If you aren’t going to Jazz Fest today, spend today in the Bywater, starting off at Bywater Bakery, a casual neighborhood cafe. Among the breakfast options are a wide range of pastries, bagel sandwiches, and go-cups with your breakfast served in a cup “to go.”

If the weather is good, go for a swim at the Country Club down the street, which opens at 10:00 a.m. Access to the pool is $15 for the day, with chairs are on a first-come, first-served basis. Towel and locker rentals are $2 each. Sip on a mimosa and crack open a book to digest breakfast before hopping into the pool or hot tub. Use this time to take it easy before hitting Jazz Fest. Order lunch pool-side and enjoy a light meal like fish tacos or the poke salad.

After several hours, or after you’re sufficiently pruned, dry off, put your shorts back on, and skip over to Studio BE. Housed in a warehouse, local visual artist Brandan “BMike” Odums’ large-scale, mostly spray-painted murals spark dialogue about activism and resistance, speaking particularly to the young black experience. Gallery admission is $10, and there is also a small gift shop.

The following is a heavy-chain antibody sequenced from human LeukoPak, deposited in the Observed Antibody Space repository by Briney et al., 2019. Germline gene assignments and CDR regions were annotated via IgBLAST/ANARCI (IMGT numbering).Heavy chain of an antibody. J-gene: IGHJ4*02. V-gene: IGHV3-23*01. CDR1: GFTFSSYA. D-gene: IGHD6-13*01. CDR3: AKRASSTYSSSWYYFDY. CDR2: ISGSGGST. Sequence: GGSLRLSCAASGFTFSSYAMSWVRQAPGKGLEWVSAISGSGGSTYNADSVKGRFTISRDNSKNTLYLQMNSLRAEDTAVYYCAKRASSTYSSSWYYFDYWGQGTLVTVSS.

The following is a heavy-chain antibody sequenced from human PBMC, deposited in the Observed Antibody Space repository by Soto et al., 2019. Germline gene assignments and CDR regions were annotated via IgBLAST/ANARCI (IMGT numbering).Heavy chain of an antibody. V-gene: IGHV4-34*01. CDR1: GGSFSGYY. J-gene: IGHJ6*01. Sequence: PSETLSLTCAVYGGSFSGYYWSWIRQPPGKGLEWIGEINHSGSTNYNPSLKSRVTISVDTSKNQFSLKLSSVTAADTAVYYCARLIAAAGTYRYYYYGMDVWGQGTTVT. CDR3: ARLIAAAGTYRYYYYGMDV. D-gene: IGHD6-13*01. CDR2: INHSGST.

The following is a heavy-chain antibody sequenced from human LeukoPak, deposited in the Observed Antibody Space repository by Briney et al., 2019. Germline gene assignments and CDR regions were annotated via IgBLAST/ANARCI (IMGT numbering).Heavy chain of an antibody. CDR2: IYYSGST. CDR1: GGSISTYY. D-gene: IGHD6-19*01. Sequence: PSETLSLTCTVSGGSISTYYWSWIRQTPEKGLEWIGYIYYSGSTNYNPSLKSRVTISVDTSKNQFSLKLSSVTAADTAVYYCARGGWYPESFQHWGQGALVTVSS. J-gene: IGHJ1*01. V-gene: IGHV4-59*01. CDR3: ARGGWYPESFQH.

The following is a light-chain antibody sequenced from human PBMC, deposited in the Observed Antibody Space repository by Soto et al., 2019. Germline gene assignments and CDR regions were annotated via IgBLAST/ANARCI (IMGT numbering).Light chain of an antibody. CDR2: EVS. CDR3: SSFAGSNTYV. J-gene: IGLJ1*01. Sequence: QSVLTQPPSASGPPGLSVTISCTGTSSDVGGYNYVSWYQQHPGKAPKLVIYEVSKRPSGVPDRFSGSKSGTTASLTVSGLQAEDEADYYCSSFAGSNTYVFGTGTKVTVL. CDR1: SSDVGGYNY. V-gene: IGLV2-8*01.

N7 (Photo: Rebecca Todd)

After examining the murals inside the 35,000 square feet warehouse, step back outside and admire the mural on the exterior of the warehouse depicting another Bmike creation—a young girl stands with arms upward and outward, a halo illuminating her face, reminiscent of a religious figure. Across the railroad tracks and Homer Plessy Way (formerly Press Street), a wall almost a block line showcases the These Are Times” mural by artist Ayo Scott. The mural showcases a timeline of sorts, showing how African Americans worked to gain equal rights, from Brown v. Board of Education, to the Civil War monuments national discussion only recently.

Make reservations in advance for dinner at N7, a quiet, Old World-style French, with subtle Japanese influences. Imbibe a drink at the small bar before dinner to fully experience the ambiance. Make sure to note the night’s specials, but everything on the menu is delicious. Try the steamed mussels in broth made with sake and the steak au poivre. Order the macarons for dessert.

After dinner, take part in 504 Comedy Week at the New Movement. All shows are $5.04 and a portion of the proceeds go to charity.

Friday, May 3

The Audubon Louisiana Nature Center (Courtesy of the Audubon Nature Institute)